​Mention the word “mobility” in the context of senior living, and some people might think of group exercise or physical therapy. Today, mobility has another important meaning for senior living organizations: the opportunity to deploy innovative mobile solutions for staff members. These solutions represent an increasingly important way to address key trends—namely, increasing resident age and acuity rates alongside growing challenges related to staff recruitment and retention.
There’s no question that mobile devices and apps have become ubiquitous at home and in the workplace. In fact, according to the Pew Research Center, 95 percent of Americans now own a cellphone. More than three-quarters own a smartphone—a marked increase from Pew’s first survey of smartphone ownership in 2011, when just 35 percent of Americans had these devices.
Meanwhile, the IQVIA Institute for Human Data Science recently reported that there are now 318,500 health-related mobile apps—doubling from 2015 to 2018.
Mobile devices and apps present a real opportunity for senior living communities to improve efficiency and service to residents. They offer a number of advantages over current techniques:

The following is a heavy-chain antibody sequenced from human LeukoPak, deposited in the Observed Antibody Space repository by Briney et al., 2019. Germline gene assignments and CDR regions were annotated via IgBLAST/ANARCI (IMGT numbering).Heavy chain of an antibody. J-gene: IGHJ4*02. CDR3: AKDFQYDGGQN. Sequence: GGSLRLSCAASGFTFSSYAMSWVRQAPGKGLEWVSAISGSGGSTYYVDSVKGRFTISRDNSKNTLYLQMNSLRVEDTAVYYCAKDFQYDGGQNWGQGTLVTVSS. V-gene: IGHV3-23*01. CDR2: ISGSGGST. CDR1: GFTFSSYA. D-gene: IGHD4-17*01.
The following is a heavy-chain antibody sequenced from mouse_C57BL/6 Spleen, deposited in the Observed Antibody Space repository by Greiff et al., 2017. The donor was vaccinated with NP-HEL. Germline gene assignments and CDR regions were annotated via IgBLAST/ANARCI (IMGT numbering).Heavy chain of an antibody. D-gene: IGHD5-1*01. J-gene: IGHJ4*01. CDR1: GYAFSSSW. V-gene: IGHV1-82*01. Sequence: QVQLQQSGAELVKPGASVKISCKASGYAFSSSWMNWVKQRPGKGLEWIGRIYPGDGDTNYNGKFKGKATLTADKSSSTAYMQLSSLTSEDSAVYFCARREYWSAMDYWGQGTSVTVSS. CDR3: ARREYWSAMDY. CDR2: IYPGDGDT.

• One device for multiple uses, combining the functionality of pagers, radios, and other communication devices;
  • Rich information right in the hands of staff members to facilitate collaboration; and
  • Easier documentation of tasks and actions, without the need for paper forms or after-the-fact documentation at a computer.
As with any technology, achieving favorable results with mobile solutions requires more than simply buying an app. Communities can increase the odds of success by taking a strategic approach to mobility.

A Solid Infrastructure Foundation

Mobile applications require a communications infrastructure to relay information to and from devices. While it is possible to use cellular service, this is not a cost-effective option in most cases. The alternative is a Wi-Fi network, which many communities are already investing in to meet residents’ needs as well as administrative requirements.